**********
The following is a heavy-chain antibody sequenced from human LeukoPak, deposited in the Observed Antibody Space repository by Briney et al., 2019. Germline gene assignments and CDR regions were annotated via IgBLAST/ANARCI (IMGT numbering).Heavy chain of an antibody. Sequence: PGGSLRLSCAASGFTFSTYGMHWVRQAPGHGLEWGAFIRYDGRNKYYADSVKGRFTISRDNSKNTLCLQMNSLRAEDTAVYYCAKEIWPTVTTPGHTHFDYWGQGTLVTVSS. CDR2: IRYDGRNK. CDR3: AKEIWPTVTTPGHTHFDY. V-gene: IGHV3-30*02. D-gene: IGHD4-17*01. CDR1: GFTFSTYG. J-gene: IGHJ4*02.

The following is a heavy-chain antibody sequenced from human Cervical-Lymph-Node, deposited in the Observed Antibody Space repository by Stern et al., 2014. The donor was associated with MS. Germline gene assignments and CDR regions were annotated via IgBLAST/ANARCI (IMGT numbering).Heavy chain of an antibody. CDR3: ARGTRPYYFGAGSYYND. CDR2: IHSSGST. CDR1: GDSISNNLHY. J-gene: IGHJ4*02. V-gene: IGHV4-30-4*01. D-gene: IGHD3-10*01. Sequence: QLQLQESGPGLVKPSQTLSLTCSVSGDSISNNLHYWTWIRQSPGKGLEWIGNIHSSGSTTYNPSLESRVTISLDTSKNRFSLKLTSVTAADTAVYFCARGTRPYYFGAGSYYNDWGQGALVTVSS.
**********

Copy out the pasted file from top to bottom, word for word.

The following is a heavy-chain antibody sequenced from human LeukoPak, deposited in the Observed Antibody Space repository by Briney et al., 2019. Germline gene assignments and CDR regions were annotated via IgBLAST/ANARCI (IMGT numbering).Heavy chain of an antibody. Sequence: PGGSLRLSCAASGFTFSTYGMHWVRQAPGHGLEWGAFIRYDGRNKYYADSVKGRFTISRDNSKNTLCLQMNSLRAEDTAVYYCAKEIWPTVTTPGHTHFDYWGQGTLVTVSS. CDR2: IRYDGRNK. CDR3: AKEIWPTVTTPGHTHFDY. V-gene: IGHV3-30*02. D-gene: IGHD4-17*01. CDR1: GFTFSTYG. J-gene: IGHJ4*02.

The following is a heavy-chain antibody sequenced from human Cervical-Lymph-Node, deposited in the Observed Antibody Space repository by Stern et al., 2014. The donor was associated with MS. Germline gene assignments and CDR regions were annotated via IgBLAST/ANARCI (IMGT numbering).Heavy chain of an antibody. CDR3: ARGTRPYYFGAGSYYND. CDR2: IHSSGST. CDR1: GDSISNNLHY. J-gene: IGHJ4*02. V-gene: IGHV4-30-4*01. D-gene: IGHD3-10*01. Sequence: QLQLQESGPGLVKPSQTLSLTCSVSGDSISNNLHYWTWIRQSPGKGLEWIGNIHSSGSTTYNPSLESRVTISLDTSKNRFSLKLTSVTAADTAVYFCARGTRPYYFGAGSYYNDWGQGALVTVSS.